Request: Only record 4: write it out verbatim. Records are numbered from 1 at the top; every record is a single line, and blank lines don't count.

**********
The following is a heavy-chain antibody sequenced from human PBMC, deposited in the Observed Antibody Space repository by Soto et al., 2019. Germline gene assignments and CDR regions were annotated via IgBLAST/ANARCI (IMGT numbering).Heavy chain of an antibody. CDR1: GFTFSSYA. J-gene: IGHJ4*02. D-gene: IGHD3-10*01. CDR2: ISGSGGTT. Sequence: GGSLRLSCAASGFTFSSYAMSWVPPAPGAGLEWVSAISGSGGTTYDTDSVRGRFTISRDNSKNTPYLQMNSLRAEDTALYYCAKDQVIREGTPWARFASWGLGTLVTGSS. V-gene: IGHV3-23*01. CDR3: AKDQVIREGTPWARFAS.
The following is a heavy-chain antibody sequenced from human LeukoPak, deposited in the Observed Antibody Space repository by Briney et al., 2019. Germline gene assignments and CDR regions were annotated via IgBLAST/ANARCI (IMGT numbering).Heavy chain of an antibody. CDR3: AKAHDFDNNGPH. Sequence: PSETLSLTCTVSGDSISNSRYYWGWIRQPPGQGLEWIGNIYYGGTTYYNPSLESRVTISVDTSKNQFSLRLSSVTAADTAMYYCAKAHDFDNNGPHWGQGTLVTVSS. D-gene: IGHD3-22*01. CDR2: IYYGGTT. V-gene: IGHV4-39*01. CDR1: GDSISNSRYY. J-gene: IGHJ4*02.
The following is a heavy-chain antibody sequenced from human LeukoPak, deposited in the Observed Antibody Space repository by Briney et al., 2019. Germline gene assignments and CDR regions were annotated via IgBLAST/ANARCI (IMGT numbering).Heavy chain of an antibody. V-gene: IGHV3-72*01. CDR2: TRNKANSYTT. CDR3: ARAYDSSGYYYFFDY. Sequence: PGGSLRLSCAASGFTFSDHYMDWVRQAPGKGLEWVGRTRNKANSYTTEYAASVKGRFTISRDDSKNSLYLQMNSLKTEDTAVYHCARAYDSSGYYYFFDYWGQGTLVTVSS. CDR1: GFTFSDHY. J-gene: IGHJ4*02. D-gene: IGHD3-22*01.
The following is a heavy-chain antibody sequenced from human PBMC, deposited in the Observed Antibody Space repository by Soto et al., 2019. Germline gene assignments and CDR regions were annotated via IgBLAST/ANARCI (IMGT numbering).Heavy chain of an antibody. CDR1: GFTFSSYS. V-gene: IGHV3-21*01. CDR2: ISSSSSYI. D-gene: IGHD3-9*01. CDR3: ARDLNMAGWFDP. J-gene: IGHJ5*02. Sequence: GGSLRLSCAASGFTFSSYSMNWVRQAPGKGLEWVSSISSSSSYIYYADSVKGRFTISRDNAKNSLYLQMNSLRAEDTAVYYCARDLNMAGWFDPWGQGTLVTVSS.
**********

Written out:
The following is a heavy-chain antibody sequenced from human PBMC, deposited in the Observed Antibody Space repository by Soto et al., 2019. Germline gene assignments and CDR regions were annotated via IgBLAST/ANARCI (IMGT numbering).Heavy chain of an antibody. CDR1: GFTFSSYS. V-gene: IGHV3-21*01. CDR2: ISSSSSYI. D-gene: IGHD3-9*01. CDR3: ARDLNMAGWFDP. J-gene: IGHJ5*02. Sequence: GGSLRLSCAASGFTFSSYSMNWVRQAPGKGLEWVSSISSSSSYIYYADSVKGRFTISRDNAKNSLYLQMNSLRAEDTAVYYCARDLNMAGWFDPWGQGTLVTVSS.